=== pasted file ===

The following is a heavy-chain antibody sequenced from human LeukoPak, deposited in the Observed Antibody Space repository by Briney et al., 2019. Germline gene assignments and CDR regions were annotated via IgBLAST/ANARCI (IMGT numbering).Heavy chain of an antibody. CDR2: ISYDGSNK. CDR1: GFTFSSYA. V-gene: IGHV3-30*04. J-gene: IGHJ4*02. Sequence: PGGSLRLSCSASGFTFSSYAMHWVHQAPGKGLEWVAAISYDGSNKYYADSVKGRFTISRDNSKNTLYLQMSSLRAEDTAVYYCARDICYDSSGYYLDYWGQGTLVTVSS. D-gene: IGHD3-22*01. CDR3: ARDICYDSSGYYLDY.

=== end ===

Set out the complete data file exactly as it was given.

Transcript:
The following is a heavy-chain antibody sequenced from human LeukoPak, deposited in the Observed Antibody Space repository by Briney et al., 2019. Germline gene assignments and CDR regions were annotated via IgBLAST/ANARCI (IMGT numbering).Heavy chain of an antibody. CDR2: ISYDGSNK. CDR1: GFTFSSYA. V-gene: IGHV3-30*04. J-gene: IGHJ4*02. Sequence: PGGSLRLSCSASGFTFSSYAMHWVHQAPGKGLEWVAAISYDGSNKYYADSVKGRFTISRDNSKNTLYLQMSSLRAEDTAVYYCARDICYDSSGYYLDYWGQGTLVTVSS. D-gene: IGHD3-22*01. CDR3: ARDICYDSSGYYLDY.